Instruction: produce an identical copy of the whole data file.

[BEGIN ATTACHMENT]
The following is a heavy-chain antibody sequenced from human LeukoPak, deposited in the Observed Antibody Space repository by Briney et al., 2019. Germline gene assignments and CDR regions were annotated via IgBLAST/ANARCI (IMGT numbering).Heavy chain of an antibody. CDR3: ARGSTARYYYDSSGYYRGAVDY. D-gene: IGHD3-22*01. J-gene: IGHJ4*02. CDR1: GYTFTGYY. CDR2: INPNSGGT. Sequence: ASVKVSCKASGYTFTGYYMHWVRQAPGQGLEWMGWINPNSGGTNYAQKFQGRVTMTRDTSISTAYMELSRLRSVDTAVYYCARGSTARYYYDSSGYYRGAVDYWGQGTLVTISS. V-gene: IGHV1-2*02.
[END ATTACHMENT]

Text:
The following is a heavy-chain antibody sequenced from human LeukoPak, deposited in the Observed Antibody Space repository by Briney et al., 2019. Germline gene assignments and CDR regions were annotated via IgBLAST/ANARCI (IMGT numbering).Heavy chain of an antibody. CDR3: ARGSTARYYYDSSGYYRGAVDY. D-gene: IGHD3-22*01. J-gene: IGHJ4*02. CDR1: GYTFTGYY. CDR2: INPNSGGT. Sequence: ASVKVSCKASGYTFTGYYMHWVRQAPGQGLEWMGWINPNSGGTNYAQKFQGRVTMTRDTSISTAYMELSRLRSVDTAVYYCARGSTARYYYDSSGYYRGAVDYWGQGTLVTISS. V-gene: IGHV1-2*02.